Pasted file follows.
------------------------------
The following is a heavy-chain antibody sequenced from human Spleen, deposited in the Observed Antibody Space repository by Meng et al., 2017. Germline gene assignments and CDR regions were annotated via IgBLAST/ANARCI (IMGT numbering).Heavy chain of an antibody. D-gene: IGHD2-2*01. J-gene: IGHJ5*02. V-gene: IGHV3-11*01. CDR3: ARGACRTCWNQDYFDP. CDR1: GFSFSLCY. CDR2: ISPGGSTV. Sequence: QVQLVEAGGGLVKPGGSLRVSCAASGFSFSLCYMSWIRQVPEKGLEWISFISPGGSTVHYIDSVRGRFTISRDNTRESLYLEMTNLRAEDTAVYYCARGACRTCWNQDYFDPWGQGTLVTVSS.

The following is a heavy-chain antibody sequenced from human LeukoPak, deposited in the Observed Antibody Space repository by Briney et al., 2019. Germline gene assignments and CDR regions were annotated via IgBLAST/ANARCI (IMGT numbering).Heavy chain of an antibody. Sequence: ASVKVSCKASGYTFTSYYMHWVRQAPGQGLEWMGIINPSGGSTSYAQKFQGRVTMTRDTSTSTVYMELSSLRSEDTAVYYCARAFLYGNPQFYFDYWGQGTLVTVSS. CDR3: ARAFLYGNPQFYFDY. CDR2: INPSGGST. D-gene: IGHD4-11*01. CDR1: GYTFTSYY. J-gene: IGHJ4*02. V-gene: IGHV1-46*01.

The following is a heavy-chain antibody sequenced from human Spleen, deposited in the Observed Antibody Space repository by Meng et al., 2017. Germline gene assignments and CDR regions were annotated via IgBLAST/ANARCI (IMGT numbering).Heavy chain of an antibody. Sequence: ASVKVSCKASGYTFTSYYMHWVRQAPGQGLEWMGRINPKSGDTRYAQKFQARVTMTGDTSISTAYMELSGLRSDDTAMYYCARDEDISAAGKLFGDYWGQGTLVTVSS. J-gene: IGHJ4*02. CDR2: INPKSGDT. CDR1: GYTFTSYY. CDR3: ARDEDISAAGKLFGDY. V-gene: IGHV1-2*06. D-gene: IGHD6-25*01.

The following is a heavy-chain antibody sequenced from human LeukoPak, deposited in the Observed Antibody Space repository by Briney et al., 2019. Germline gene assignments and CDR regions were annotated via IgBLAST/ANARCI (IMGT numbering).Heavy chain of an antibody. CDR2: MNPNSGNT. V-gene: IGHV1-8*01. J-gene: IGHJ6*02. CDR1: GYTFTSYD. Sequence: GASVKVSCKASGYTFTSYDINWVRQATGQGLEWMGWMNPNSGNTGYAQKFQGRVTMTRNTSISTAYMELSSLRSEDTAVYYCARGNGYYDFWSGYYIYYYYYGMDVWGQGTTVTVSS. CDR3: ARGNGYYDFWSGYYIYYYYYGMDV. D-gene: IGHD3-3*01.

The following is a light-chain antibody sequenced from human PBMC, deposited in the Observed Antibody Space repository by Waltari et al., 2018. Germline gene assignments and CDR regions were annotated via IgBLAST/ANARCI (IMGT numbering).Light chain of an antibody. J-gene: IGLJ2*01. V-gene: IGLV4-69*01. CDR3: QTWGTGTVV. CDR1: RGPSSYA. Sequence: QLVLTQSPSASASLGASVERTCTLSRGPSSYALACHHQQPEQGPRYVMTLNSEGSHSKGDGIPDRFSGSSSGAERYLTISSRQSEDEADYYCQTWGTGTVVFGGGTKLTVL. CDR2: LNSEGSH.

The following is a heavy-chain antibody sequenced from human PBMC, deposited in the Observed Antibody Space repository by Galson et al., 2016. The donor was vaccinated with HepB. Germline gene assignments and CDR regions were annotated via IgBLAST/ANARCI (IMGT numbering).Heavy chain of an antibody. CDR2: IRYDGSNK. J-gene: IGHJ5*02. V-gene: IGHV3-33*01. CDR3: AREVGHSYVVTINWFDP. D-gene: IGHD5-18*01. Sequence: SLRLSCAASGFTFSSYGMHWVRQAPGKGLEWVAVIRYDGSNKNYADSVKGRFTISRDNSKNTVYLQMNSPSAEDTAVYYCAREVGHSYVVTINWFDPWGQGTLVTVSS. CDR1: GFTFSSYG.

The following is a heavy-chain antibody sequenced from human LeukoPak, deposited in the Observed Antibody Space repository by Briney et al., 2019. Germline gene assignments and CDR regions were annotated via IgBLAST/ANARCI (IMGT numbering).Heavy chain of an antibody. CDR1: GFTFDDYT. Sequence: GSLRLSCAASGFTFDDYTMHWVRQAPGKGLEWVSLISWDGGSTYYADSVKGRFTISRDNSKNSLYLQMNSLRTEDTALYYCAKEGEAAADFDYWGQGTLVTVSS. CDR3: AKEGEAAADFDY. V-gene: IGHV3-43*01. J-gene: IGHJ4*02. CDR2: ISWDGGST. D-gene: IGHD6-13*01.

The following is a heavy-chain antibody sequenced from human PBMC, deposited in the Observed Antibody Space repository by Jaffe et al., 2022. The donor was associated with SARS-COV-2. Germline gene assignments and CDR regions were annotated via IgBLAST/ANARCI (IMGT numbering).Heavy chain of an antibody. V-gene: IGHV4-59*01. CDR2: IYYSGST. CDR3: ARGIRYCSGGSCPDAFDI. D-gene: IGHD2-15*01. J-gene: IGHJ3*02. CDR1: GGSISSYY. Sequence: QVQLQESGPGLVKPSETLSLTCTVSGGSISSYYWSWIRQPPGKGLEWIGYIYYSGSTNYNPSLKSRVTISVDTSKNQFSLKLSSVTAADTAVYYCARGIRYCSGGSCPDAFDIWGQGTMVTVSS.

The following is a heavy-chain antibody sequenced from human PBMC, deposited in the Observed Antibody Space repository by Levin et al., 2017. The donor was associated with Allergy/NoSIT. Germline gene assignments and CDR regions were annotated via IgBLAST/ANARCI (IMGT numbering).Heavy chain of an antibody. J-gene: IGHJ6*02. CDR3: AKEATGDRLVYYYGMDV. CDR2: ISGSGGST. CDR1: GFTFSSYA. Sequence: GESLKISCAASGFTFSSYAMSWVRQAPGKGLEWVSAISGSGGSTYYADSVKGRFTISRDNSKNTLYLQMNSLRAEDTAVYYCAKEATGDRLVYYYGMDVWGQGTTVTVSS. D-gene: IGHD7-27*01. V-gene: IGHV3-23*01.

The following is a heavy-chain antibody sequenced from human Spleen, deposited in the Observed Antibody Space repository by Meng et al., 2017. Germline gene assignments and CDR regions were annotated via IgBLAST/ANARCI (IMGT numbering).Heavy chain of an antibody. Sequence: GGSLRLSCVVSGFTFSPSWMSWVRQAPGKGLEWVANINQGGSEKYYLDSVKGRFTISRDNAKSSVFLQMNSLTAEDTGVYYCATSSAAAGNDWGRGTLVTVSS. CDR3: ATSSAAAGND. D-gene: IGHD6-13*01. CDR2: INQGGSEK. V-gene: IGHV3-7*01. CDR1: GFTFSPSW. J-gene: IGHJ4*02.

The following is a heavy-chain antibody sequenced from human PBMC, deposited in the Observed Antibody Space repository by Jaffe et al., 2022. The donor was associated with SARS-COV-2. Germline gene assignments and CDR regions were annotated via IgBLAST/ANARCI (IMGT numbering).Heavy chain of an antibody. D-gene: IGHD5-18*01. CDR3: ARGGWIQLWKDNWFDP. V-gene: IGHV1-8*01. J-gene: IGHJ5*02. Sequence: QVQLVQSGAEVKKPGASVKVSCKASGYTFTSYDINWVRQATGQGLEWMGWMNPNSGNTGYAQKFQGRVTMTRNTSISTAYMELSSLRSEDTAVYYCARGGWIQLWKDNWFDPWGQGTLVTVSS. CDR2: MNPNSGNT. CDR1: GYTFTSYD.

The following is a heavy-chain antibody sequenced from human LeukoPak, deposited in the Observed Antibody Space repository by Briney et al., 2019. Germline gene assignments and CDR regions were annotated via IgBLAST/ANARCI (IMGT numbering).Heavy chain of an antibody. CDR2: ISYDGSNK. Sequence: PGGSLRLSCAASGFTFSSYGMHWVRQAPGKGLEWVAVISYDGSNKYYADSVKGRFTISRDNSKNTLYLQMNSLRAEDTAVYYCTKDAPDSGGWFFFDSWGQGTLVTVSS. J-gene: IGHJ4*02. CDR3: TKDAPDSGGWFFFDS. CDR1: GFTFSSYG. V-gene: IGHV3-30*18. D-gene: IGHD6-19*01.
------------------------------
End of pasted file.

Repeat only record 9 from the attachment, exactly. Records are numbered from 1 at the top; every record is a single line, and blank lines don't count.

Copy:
The following is a heavy-chain antibody sequenced from human PBMC, deposited in the Observed Antibody Space repository by Levin et al., 2017. The donor was associated with Allergy/NoSIT. Germline gene assignments and CDR regions were annotated via IgBLAST/ANARCI (IMGT numbering).Heavy chain of an antibody. J-gene: IGHJ6*02. CDR3: AKEATGDRLVYYYGMDV. CDR2: ISGSGGST. CDR1: GFTFSSYA. Sequence: GESLKISCAASGFTFSSYAMSWVRQAPGKGLEWVSAISGSGGSTYYADSVKGRFTISRDNSKNTLYLQMNSLRAEDTAVYYCAKEATGDRLVYYYGMDVWGQGTTVTVSS. D-gene: IGHD7-27*01. V-gene: IGHV3-23*01.